How safe is Labour really?
Just when you thought that Labour was safe, out comes MP Karmenu Vella telling us what he thinks about the agreement that put our country in its rightful place in the European Union.
On August, 13, L-Orizzont ran a report entitled The EU Agreement Can Be Changed. In it, Vella was reported saying that “we need to realise that the agreement we have with the European Union is not a contract that cannot be changed but one that can be altered according to circumstances, so certain conditions can be changed”. He added that “membership is not the issue, but how much are we benefitting from membership?”
I am here quoting from L-Orizzont. So there is no reason to believe that the report was not faithful. You may think that, eight years on, EU membership is a fact of life and that you can now afford to ignore this kind of statement, ominous as it sounds. You might even accuse of scaremongering anyone who, like me, takes them seriously.
But, pray, why shouldn’t we take these statements seriously? Why should we assume that he is just bluffing? Why shouldn’t we think that he actually means what he says?
Well, I for one, find Vella’s statements disturbing. And I will tell you why.
First of all, Vella is responsible for writing the Labour Party’s electoral programme. His word therefore carries a lot of weight in terms of what the Labour Party would do if it is elected in office in a few months’ time.
To put it in other words, what Vella thinks affects your future and that of your family because in a few months’ time he could be a senior government minister and even representing your interests in the Council of Ministers in Brussels.
And if he made this kind of statement as a government minister, our credibility in the EU would immediately hit the rocks. The damage would be instant and immeasurable.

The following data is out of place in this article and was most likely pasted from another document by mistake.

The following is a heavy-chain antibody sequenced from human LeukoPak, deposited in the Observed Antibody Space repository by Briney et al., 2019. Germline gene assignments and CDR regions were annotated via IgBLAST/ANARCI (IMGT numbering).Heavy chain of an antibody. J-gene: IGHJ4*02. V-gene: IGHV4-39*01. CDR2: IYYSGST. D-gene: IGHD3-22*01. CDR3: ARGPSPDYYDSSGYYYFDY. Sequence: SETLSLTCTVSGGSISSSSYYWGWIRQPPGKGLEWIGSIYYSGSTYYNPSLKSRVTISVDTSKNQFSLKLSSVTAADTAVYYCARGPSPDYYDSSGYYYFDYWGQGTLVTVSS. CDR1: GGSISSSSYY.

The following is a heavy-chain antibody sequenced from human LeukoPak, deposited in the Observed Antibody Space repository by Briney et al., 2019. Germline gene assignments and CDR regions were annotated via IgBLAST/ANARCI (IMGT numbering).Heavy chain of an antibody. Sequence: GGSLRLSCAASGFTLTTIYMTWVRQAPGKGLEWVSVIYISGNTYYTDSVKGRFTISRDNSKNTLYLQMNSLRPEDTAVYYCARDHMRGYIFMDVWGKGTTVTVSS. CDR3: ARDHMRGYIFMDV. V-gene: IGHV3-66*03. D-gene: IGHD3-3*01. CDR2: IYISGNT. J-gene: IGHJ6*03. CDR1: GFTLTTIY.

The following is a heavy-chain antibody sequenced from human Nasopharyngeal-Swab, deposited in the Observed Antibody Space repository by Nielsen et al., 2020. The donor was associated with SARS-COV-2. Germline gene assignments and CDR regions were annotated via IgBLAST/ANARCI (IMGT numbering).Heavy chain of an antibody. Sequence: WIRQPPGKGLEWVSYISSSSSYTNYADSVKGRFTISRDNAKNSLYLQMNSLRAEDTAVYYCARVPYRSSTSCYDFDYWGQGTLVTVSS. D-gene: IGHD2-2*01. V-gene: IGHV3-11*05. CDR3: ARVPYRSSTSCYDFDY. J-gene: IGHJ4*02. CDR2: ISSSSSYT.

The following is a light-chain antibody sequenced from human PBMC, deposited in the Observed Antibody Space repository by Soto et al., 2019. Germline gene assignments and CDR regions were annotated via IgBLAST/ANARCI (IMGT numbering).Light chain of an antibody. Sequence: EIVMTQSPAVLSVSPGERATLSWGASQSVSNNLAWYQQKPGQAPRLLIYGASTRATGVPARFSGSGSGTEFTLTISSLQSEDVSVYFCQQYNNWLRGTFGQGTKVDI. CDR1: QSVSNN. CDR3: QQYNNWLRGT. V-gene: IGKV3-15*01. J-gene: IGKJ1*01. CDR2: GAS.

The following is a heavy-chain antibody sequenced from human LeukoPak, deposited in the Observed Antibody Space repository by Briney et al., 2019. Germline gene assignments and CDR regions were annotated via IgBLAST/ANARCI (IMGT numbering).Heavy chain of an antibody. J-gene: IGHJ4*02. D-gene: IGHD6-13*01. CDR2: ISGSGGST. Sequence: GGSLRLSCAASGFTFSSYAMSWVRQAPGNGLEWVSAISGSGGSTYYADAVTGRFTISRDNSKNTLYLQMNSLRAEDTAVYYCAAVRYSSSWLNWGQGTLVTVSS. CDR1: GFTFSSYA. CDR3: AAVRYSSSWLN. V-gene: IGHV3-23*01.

So since we know precious little about what Labour plans to do if it is in office, there is all the more reason to carefully weigh the words of the man who is supposed to be hatching up those plans.
Because if this is what he thinks, then this is what Labour is likely to do in government.
Secondly, the agreement that Vella is referring to is no simple piece of paper. It is the treaty that took us into the EU. Suffice to say that it was ratified by the national parliaments of all EU countries, including our own.
So Vella does not redeem himself by saying that membership is not the issue but how much we are benefitting from it (which is rich, coming from him). If you touch the agreement that sealed our membership, you immediately raise the very question of membership and not just its benefits.
If Vella had not quite figured that out yet, I hope that he does now.
Thirdly, Vella’s was not a one-off. It was no gaffe. Nor was it harmless. He was following in the footsteps of his party leader and of the preceding leader. There is a pattern.
We all remember how in the thick of the 2008 electoral campaign Alfred Sant had pledged that Labour would renegotiate the Accession Treaty if he became Prime Minister. That statement – which was promptly defended by the then MEP Joseph Muscat – had sent shivers down our spines because we do not want Labour to touch EU membership.
But not if Sant could help it.
In 2008, there was no reason to assume that Dr Sant would not have implemented his ominous views on our EU agreement if he got into Castille. After all he had suspended our membership application in 1996 without so much as batting an eyelid.
And, likewise, I see no reason why Vella’s words in 2012 should be taken any less seriously.
After all, when this agreement was ratified by our Parliament in 2003, Vella had voted against it, along with the rest of the Labour parliamentary group, many of whom may be your ministers in a few months’ time.
And, nine years on, he is flippantly claiming that he wants to change it. Why else would he tell us that it can be changed? Because he had nothing better to say? No, it’s because he means it. So if you do not take him seriously you do so at your peril.
Labour will be quick to retort that this is scaremongering. EU membership, they will insist, is safe with Labour. But if they want us to believe them, they should stop railing against the agreement that made us members in the first place.
And they should tell Vella to get a grip on himself and be careful what to say. If they don’t, then they should not be surprised that people like me –who know just what kind of damage these statements could cause to our country – will warn that, even on issues as basic as this, the Labour Party is not as safe as it claims to be.
Simon Busuttil is a Nationalist Member of the European Parliament.